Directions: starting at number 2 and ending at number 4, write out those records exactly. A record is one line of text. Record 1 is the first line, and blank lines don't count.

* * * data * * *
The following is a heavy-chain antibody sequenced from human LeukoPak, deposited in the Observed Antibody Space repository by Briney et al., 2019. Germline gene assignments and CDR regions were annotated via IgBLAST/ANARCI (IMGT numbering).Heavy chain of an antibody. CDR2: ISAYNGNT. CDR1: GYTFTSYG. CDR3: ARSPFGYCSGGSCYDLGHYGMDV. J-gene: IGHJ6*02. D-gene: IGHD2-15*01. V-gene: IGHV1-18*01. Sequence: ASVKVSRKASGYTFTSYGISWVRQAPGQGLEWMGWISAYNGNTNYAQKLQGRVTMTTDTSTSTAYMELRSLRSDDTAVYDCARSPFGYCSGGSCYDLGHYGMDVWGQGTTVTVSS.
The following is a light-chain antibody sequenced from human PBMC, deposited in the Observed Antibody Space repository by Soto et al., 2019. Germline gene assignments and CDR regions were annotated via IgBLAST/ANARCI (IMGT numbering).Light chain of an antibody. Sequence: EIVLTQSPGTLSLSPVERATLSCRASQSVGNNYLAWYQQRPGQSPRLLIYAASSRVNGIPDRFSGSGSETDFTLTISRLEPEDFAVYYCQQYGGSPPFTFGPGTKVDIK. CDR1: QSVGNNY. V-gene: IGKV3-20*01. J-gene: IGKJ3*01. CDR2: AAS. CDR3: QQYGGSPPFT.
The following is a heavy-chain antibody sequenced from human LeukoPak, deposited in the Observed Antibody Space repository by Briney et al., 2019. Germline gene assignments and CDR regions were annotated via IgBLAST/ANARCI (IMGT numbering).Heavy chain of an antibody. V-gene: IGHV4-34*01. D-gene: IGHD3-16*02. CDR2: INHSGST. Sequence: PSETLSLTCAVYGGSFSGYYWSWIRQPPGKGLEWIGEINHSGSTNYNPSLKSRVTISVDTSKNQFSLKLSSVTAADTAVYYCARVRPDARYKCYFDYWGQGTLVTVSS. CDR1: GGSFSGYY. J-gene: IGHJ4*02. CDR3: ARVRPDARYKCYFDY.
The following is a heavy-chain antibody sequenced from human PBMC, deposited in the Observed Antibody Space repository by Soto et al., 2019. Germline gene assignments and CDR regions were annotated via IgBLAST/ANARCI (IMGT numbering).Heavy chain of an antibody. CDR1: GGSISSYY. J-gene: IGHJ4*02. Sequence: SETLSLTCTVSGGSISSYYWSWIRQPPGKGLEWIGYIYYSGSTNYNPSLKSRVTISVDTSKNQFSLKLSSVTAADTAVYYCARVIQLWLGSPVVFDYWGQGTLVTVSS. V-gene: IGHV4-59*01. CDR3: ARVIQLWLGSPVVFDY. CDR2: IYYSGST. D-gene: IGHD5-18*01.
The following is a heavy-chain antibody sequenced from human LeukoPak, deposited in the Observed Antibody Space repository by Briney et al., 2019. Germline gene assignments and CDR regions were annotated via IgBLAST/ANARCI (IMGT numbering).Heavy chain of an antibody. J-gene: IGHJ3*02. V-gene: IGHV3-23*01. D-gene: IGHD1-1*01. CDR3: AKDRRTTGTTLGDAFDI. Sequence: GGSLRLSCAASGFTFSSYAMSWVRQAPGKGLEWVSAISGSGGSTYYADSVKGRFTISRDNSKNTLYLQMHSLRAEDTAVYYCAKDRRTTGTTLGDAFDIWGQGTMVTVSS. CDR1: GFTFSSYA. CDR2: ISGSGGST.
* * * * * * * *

The following is a light-chain antibody sequenced from human PBMC, deposited in the Observed Antibody Space repository by Soto et al., 2019. Germline gene assignments and CDR regions were annotated via IgBLAST/ANARCI (IMGT numbering).Light chain of an antibody. Sequence: EIVLTQSPGTLSLSPVERATLSCRASQSVGNNYLAWYQQRPGQSPRLLIYAASSRVNGIPDRFSGSGSETDFTLTISRLEPEDFAVYYCQQYGGSPPFTFGPGTKVDIK. CDR1: QSVGNNY. V-gene: IGKV3-20*01. J-gene: IGKJ3*01. CDR2: AAS. CDR3: QQYGGSPPFT.
The following is a heavy-chain antibody sequenced from human LeukoPak, deposited in the Observed Antibody Space repository by Briney et al., 2019. Germline gene assignments and CDR regions were annotated via IgBLAST/ANARCI (IMGT numbering).Heavy chain of an antibody. V-gene: IGHV4-34*01. D-gene: IGHD3-16*02. CDR2: INHSGST. Sequence: PSETLSLTCAVYGGSFSGYYWSWIRQPPGKGLEWIGEINHSGSTNYNPSLKSRVTISVDTSKNQFSLKLSSVTAADTAVYYCARVRPDARYKCYFDYWGQGTLVTVSS. CDR1: GGSFSGYY. J-gene: IGHJ4*02. CDR3: ARVRPDARYKCYFDY.
The following is a heavy-chain antibody sequenced from human PBMC, deposited in the Observed Antibody Space repository by Soto et al., 2019. Germline gene assignments and CDR regions were annotated via IgBLAST/ANARCI (IMGT numbering).Heavy chain of an antibody. CDR1: GGSISSYY. J-gene: IGHJ4*02. Sequence: SETLSLTCTVSGGSISSYYWSWIRQPPGKGLEWIGYIYYSGSTNYNPSLKSRVTISVDTSKNQFSLKLSSVTAADTAVYYCARVIQLWLGSPVVFDYWGQGTLVTVSS. V-gene: IGHV4-59*01. CDR3: ARVIQLWLGSPVVFDY. CDR2: IYYSGST. D-gene: IGHD5-18*01.